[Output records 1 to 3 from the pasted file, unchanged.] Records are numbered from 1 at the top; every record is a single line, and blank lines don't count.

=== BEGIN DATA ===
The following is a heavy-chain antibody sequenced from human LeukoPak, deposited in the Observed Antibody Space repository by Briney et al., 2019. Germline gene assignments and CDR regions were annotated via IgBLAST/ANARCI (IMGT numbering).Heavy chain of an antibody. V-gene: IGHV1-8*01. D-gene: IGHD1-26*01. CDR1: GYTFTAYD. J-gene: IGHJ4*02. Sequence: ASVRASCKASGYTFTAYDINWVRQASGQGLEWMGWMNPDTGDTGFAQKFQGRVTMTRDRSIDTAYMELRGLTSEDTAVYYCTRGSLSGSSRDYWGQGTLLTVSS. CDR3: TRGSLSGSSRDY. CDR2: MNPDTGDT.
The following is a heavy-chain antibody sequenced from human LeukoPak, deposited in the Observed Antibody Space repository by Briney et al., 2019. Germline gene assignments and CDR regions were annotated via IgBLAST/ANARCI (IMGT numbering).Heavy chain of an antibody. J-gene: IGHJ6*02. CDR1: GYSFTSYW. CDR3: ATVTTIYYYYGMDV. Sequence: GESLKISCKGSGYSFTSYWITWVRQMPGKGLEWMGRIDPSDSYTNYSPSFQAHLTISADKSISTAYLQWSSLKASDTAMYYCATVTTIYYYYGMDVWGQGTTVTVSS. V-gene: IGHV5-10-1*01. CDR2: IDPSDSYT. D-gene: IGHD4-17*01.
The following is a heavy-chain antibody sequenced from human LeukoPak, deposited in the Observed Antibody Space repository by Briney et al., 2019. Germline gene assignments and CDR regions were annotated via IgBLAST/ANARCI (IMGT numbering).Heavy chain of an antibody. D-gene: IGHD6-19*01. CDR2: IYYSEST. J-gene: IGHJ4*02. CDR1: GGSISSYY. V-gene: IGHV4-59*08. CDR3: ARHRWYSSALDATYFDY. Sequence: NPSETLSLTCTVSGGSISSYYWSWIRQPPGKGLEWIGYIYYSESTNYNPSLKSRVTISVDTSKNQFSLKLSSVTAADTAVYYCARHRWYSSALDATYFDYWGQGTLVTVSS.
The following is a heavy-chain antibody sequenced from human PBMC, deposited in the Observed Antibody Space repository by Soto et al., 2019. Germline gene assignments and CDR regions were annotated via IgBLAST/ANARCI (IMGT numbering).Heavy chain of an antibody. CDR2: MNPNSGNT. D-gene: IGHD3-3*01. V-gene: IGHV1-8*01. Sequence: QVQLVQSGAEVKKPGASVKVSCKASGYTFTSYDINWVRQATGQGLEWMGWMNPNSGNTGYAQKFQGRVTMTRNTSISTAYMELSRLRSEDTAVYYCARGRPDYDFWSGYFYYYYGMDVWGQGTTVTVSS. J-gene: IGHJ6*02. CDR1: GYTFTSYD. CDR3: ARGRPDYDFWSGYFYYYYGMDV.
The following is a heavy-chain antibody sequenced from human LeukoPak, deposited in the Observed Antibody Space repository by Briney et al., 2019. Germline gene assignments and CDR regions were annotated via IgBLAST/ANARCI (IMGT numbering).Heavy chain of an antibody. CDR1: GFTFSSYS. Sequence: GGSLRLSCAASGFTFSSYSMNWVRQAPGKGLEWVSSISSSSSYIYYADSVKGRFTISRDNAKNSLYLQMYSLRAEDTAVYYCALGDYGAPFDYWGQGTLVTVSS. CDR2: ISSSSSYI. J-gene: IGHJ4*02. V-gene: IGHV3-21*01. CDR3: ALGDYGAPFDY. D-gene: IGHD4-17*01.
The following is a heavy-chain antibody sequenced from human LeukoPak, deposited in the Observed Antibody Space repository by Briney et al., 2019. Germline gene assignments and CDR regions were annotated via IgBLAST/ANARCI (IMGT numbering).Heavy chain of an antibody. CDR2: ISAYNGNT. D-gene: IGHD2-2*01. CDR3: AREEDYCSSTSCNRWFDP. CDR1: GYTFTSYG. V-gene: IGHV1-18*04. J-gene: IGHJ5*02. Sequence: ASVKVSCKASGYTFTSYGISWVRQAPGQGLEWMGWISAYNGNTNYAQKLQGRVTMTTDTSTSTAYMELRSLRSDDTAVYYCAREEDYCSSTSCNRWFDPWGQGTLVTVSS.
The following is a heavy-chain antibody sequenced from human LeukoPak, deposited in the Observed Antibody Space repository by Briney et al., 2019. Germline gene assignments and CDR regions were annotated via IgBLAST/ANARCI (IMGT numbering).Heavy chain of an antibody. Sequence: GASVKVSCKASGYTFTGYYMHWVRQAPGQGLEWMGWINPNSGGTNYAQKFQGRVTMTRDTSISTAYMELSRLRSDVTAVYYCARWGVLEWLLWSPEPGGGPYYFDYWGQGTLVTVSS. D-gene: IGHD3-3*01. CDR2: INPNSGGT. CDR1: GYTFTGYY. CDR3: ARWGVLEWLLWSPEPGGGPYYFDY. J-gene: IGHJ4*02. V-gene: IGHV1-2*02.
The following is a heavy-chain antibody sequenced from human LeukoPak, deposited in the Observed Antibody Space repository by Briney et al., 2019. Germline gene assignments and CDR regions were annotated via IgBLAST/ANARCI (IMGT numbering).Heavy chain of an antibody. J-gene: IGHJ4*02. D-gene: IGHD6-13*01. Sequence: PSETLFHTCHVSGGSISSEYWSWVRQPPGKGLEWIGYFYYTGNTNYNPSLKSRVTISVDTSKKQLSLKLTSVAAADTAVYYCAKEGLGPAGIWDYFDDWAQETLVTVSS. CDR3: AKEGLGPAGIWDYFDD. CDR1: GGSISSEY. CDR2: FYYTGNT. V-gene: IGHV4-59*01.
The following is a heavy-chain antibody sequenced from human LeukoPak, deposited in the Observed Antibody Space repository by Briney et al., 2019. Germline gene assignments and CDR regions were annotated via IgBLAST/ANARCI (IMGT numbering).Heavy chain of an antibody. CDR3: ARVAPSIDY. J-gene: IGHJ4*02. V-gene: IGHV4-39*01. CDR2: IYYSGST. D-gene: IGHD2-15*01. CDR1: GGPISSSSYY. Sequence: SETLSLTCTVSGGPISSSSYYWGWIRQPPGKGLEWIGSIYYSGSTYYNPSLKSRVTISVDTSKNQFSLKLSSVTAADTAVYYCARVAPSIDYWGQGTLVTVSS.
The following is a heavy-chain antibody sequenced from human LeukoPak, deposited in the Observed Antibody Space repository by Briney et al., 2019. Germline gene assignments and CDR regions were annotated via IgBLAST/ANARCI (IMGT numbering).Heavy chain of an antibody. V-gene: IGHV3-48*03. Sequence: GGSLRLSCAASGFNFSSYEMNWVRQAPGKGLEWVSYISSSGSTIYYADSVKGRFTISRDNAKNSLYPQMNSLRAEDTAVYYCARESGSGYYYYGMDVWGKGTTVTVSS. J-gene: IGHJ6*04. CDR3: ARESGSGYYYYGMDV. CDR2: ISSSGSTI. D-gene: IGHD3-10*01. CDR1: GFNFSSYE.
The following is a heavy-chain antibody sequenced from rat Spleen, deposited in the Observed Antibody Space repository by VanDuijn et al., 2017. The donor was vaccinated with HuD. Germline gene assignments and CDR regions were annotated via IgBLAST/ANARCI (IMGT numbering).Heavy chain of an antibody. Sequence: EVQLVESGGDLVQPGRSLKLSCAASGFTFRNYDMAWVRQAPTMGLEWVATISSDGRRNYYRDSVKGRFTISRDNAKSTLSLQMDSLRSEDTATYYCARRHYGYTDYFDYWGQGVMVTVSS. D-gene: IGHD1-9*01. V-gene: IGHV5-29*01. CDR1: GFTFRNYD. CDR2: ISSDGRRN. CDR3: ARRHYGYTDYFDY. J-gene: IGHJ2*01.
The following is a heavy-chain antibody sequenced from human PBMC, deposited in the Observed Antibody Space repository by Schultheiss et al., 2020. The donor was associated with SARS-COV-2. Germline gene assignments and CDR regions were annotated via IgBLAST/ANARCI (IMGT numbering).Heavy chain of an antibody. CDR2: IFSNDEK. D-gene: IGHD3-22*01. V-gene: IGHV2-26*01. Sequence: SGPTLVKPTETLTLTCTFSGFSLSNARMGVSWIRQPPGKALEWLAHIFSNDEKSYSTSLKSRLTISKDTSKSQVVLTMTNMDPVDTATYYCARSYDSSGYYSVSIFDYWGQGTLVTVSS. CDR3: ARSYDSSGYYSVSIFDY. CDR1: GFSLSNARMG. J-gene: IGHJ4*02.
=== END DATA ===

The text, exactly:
The following is a heavy-chain antibody sequenced from human LeukoPak, deposited in the Observed Antibody Space repository by Briney et al., 2019. Germline gene assignments and CDR regions were annotated via IgBLAST/ANARCI (IMGT numbering).Heavy chain of an antibody. V-gene: IGHV1-8*01. D-gene: IGHD1-26*01. CDR1: GYTFTAYD. J-gene: IGHJ4*02. Sequence: ASVRASCKASGYTFTAYDINWVRQASGQGLEWMGWMNPDTGDTGFAQKFQGRVTMTRDRSIDTAYMELRGLTSEDTAVYYCTRGSLSGSSRDYWGQGTLLTVSS. CDR3: TRGSLSGSSRDY. CDR2: MNPDTGDT.
The following is a heavy-chain antibody sequenced from human LeukoPak, deposited in the Observed Antibody Space repository by Briney et al., 2019. Germline gene assignments and CDR regions were annotated via IgBLAST/ANARCI (IMGT numbering).Heavy chain of an antibody. J-gene: IGHJ6*02. CDR1: GYSFTSYW. CDR3: ATVTTIYYYYGMDV. Sequence: GESLKISCKGSGYSFTSYWITWVRQMPGKGLEWMGRIDPSDSYTNYSPSFQAHLTISADKSISTAYLQWSSLKASDTAMYYCATVTTIYYYYGMDVWGQGTTVTVSS. V-gene: IGHV5-10-1*01. CDR2: IDPSDSYT. D-gene: IGHD4-17*01.
The following is a heavy-chain antibody sequenced from human LeukoPak, deposited in the Observed Antibody Space repository by Briney et al., 2019. Germline gene assignments and CDR regions were annotated via IgBLAST/ANARCI (IMGT numbering).Heavy chain of an antibody. D-gene: IGHD6-19*01. CDR2: IYYSEST. J-gene: IGHJ4*02. CDR1: GGSISSYY. V-gene: IGHV4-59*08. CDR3: ARHRWYSSALDATYFDY. Sequence: NPSETLSLTCTVSGGSISSYYWSWIRQPPGKGLEWIGYIYYSESTNYNPSLKSRVTISVDTSKNQFSLKLSSVTAADTAVYYCARHRWYSSALDATYFDYWGQGTLVTVSS.